Katherine Fender is a final year doctoral student at the University of Oxford, researching her conception of the “Bardic Sublime” in eighteenth-century and Romantic period poetry. She previously studied at Pembroke College, University of Cambridge, where she completed an MPhil in Eighteenth-Century and Romantic Studies, following an undergraduate degree in English Literature at the University of Warwick. She was formerly a convenor of the English Faculty’s interdisciplinary Romanticism Seminar—“Romantic Realignments”—at the University of Oxford, and has previously collaborated with the Ashmolean Museum to explore conceptions of the Bardic Sublime in relation to the verse and art of William Blake.
Ron S. Judy teaches literature in the Department of Foreign Languages and Literature at National Chung Hsing University (NCHU) in Taichung. His research interests focus on postmodernism, the discourse of the body, the later writings of Michel Foucault, and self-cultivation in the Western and Eastern traditions. While the majority of his teaching revolves around courses close to his research interests, Ron also teaches courses in SF, Detective, and other genre fiction at NCHU. Professor Judy enjoys raising bonsai trees and orchids in his spare time.
Haiyan Lee is an associate professor of Chinese and Comparative Literature at Stanford University. She is the author of Revolution of the Heart: A Genealogy of Love in China, 1900-1950 (2007), winner of the 2009 Joseph Levenson Prize from the Association for Asian Studies, and The Stranger and the Chinese Moral Imagination (2014).
Amie Elizabeth Parry teaches in the English Department of National Central University, Taiwan and is a member of the Center for the Study of Sexualities. Her writings include Interventions into Modernist Cultures: Poetry from Beyond the Empty Screen (2007) (Book Award in Literary Studies from the Association for Asian American Studies) and, with Naifei Ding and Jen-peng Liu, Penumbrae Query Shadow: Queer Reading Tactics (2007).
Shu-mei Shih is professor of Comparative Literature, Asian Language and Cultures, and Asian American Studies at UCLA and Hon-yin and Suet-fong Chan Professor of Chinese at the University of Hong Kong. Her major research involves the study of Sinophone cultures and communities in the global frame from transnational, minority, feminist, and postcolonial perspectives. Her single-authored and edited books include: The Lure of the Modern: Writing Modernism in Semicolonial China (2001), Minor Transnationalism (2005), Visuality and Identity: Sinophone Articulations across the Pacific (2007), The Creolization of Theory (2009), Sinophone Studies: A Critical Reader (2013), and Comparatizing Taiwan (2015). She is currently working on two monographs entitled, respectively, From World History to World Literature, and Empires of the Sinophone.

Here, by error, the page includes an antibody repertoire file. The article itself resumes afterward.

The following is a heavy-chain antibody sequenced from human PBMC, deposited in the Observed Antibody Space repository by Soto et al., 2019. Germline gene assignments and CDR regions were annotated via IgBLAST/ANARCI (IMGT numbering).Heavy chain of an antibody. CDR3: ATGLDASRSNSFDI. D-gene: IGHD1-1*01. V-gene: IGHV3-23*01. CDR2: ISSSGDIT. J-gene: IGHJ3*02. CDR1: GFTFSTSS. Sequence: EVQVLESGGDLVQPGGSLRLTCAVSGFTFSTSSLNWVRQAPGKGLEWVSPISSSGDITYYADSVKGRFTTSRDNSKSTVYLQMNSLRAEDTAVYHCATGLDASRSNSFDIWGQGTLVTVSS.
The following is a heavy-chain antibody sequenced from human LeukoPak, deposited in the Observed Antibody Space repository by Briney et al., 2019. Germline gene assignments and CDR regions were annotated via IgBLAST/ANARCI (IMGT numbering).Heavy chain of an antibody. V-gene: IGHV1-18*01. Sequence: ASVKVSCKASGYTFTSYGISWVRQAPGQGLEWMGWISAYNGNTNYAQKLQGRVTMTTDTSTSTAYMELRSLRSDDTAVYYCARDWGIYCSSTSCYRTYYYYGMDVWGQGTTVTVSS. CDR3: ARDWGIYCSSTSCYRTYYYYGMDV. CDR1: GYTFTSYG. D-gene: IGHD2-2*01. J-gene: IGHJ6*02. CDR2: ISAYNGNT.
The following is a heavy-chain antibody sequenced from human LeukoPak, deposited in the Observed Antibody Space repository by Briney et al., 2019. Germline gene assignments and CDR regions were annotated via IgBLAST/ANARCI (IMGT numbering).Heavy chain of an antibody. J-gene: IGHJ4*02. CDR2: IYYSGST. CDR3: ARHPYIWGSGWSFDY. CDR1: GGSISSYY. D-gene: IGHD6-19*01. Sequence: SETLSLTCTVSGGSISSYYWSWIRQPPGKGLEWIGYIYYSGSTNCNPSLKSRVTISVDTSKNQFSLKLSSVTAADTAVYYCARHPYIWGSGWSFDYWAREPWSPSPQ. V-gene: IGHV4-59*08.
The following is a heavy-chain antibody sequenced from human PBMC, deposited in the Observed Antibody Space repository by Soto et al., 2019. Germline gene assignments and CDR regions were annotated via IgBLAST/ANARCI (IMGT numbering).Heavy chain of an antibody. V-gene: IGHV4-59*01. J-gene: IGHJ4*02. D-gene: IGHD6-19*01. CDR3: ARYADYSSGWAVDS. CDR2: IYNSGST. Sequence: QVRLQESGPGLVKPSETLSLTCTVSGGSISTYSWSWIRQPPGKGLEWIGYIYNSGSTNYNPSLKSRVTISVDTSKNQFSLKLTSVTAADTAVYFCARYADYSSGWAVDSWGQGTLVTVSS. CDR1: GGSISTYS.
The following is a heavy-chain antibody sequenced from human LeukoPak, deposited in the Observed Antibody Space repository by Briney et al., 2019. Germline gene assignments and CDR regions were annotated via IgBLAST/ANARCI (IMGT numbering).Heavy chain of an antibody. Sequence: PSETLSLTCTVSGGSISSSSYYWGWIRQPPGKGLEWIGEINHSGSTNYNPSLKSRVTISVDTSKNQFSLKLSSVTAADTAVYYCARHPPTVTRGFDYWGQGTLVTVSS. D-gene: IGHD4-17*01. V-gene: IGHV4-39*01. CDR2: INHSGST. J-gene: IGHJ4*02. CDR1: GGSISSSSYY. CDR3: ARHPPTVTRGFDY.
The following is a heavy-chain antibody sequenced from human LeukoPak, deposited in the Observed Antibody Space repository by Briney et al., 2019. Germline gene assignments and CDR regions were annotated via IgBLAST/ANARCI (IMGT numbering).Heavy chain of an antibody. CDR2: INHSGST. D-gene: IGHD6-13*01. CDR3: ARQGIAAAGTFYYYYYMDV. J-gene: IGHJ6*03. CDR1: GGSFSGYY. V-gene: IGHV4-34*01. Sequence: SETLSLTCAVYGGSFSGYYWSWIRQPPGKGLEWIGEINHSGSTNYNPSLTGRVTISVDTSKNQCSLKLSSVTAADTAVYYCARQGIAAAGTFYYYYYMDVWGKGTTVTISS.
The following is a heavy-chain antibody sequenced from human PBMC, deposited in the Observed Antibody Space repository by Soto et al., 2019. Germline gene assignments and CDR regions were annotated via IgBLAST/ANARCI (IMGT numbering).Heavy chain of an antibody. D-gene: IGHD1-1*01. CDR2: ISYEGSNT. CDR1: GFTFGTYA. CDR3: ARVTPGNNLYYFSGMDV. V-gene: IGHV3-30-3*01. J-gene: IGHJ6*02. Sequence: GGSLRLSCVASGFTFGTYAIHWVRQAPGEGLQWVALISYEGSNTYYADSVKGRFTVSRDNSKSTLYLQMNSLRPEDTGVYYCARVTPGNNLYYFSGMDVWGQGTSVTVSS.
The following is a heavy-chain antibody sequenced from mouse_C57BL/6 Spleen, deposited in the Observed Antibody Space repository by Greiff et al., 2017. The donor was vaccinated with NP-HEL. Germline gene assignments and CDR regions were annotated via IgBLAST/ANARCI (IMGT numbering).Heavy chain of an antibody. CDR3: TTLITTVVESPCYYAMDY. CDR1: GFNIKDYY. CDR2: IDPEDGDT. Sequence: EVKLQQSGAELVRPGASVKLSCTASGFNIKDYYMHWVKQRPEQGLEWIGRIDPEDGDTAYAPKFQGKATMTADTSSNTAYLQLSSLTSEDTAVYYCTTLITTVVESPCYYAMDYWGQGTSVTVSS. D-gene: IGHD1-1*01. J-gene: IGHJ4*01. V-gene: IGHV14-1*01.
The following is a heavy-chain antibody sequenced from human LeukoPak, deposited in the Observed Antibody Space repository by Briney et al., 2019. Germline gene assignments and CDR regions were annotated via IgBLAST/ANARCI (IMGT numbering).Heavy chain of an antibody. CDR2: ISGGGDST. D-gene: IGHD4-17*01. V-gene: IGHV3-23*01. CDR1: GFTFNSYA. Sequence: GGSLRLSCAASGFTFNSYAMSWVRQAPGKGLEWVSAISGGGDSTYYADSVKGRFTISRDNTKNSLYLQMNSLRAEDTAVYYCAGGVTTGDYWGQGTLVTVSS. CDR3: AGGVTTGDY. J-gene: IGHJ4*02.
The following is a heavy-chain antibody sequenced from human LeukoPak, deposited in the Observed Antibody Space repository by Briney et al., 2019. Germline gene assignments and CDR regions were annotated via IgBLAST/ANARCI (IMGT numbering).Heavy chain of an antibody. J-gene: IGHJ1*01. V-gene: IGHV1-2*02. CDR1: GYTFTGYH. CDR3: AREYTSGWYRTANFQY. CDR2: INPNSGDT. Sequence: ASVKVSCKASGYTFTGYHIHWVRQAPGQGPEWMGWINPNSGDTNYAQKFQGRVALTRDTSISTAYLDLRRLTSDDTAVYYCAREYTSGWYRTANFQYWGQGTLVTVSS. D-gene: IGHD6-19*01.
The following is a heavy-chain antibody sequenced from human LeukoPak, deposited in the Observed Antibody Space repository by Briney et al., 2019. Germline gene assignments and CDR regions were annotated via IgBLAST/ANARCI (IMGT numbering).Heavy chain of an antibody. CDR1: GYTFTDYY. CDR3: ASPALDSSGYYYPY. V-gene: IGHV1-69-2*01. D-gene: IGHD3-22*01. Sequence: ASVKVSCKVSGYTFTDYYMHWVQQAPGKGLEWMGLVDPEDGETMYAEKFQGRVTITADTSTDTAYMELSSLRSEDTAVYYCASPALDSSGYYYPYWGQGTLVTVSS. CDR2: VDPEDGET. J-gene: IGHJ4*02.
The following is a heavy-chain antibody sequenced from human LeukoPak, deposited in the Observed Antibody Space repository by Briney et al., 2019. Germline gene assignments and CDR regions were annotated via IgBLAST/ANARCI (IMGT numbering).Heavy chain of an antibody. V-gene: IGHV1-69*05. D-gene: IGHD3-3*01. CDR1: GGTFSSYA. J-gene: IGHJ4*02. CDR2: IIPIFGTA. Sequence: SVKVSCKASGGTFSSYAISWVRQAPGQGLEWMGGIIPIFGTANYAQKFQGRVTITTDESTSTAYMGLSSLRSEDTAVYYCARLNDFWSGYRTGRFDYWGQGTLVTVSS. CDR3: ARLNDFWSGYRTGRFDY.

Henk Vynckier is an Associate Professor in the Department of Foreign Languages and Literatures, Tunghai University, Taichung. His interests in research include George Orwell, the writings of Sir Robert Hart and other nineteenth century foreign residents of China, collecting as a literary theme and cultural practice, and Orientalism. He is currently conducting a Jean Monnet Project on “George Orwell and the Idea of Europe” with funding from the Education, Audiovisual, and Culture Executive Agency of the EU.
Te-hsuan Yeh is assistant professor of English at National Central University, Taiwan. He holds a PhD in English from Johnks Hopkins University, USA, specializing in 19th-century English literature, gender studies, and affect studies. He has published on Mary Shelley, Eileen Chang, and Hsien-yung Pai.